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AIDS-Related CMV

How to Help Yourself

January 1994

A note from The field of medicine is constantly evolving. As a result, parts of this article may be outdated. Please keep this in mind, and be sure to visit other parts of our site for more recent information!

What is CMV?
People with HIV may get CMV disease. This page explains what CMV is. It also talks about medicines that can be used to help treat the disease and steps you can take to keep yourself healthy.

CMV is short for cytomegalovirus, the germ that causes CMV disease. Many people have this germ in their bodies and may never get sick from it. Because people with HIV have weakened immune systems, they may not be able to fight off CMV and can become seriously ill.

Symptoms of CMV
CMV disease can damage many parts of the body, including the digestive system and lungs. CMV disease most commonly affects the eyes and can cause blindness if it is not treated.

A blood test can be used to find out if you have CMV in your body. Other tests may be used to make sure your symptoms are caused by CMV. An eye exam can show CMV even before symptoms appear.

CMV may cause some of the symptoms listed in the box below:

Symptoms of CMV eye disease
  • Floating spots before the eyes
  • Hazy vision, as if looking through a screen
  • Blurred or missing areas of vision
Symptoms of CMV digestive disease
  • Diarrhea
  • Loss of appetite
  • Fever
  • Blood in the stool
  • Stomach cramps
  • Weight loss
  • Painful swallowing
  • Pain in center of the chest
Medicines Can Help
Some medicines can help to fight CMV disease. Medicines can be used to:
  • Keep your immune system stronger. Certain medicines can help the body defend against disease. To keep you healthy, your doctor or clinic nurse may ask you to start taking medicine as soon as you find out you have HIV.


  • Treat the infection. There are medicines that may keep CMV disease from getting worse. Once you get CMV disease, you may need to continue taking medicine to prevent CMV disease from coming back.
How To Help Yourself

Keep your immune system as strong as you can. Eat healthy foods. Get enough rest and exercise. Don't use alcohol, cigarettes, and other drugs.

Make sure you keep your clinic appointments. It's important to get regular checkups to ward off problems before your eyesight is affected.

Tell your doctor or nurse any symptoms of CMV. Sudden changes in vision are important warning signs that should be checked out right away.

Follow your care plan. Take all your medicines as they are prescribed (at the right time and in the right amounts). Be sure you know how to take them. Ask your doctor or clinic nurse if you have any questions. Continue to keep your clinic appointments so that your doctor can check you to make sure that the medicine is working.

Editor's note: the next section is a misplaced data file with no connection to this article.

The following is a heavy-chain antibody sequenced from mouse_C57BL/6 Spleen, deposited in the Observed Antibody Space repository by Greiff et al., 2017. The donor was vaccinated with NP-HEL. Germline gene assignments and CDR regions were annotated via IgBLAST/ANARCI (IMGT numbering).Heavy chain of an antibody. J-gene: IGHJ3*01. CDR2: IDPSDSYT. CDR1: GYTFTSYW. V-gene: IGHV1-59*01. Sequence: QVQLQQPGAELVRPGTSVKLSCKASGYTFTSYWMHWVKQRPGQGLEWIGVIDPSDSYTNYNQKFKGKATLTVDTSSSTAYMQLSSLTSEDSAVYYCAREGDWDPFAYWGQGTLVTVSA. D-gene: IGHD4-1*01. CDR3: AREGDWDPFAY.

Tell your doctor or clinic nurse about any side effects from your medicine. Medicines used to treat CMV disease can cause fever, diarrhea, nausea, tiredness, or abnormal bruising and bleeding in some people. Your doctor may have to give you another medicine or change the amount that you take to reduce your side effects.

Research: Hope for the Future
Scientists are working to find better drugs to treat and prevent CMV disease. Drugs that may work better and are easier to take than drugs that are now used are being tested in research studies.

You may be able to help test one of these new drugs. If you take part in research, you may help yourself -- and others with HIV.

If you are interested, talk to your doctor or nurse. Or call the numbers below to find out more.


  • CMV is a serious disease that can cause blindness and damage to other organs if not treated.

  • Tell your doctor or clinic nurse right away if you have sudden changes in vision or other symptoms of CMV disease.

  • Take your medicine as your doctor prescribed.

  • Be sure to have regular check-ups.
To Find Out More About CMV
Here are some numbers to call to learn more about CMV and how to help yourself:
  • 1-800-CDC-INFO

    You can get more information about CMV disease. You can also find out about treatment centers and other help.

  • 1-800-TRIALS-A

    You can find out about testing new drugs. There may be a center near you where you can volunteer for studies that are taking place.

  • 1-800-AIDS-NIH

    Call Monday through Friday from 12:00 p.m. to 3:00 p.m. (Eastern Time) to find out about studies being done at the National Institutes of Health (NIH) Clinical Center.

A note from The field of medicine is constantly evolving. As a result, parts of this article may be outdated. Please keep this in mind, and be sure to visit other parts of our site for more recent information!

  • Email Email
  • Printable Single-Page Print-Friendly
  • Glossary Glossary

See Also
Basic Information on Cytomegalovirus (CMV)
More on Cytomegalovirus (CMV)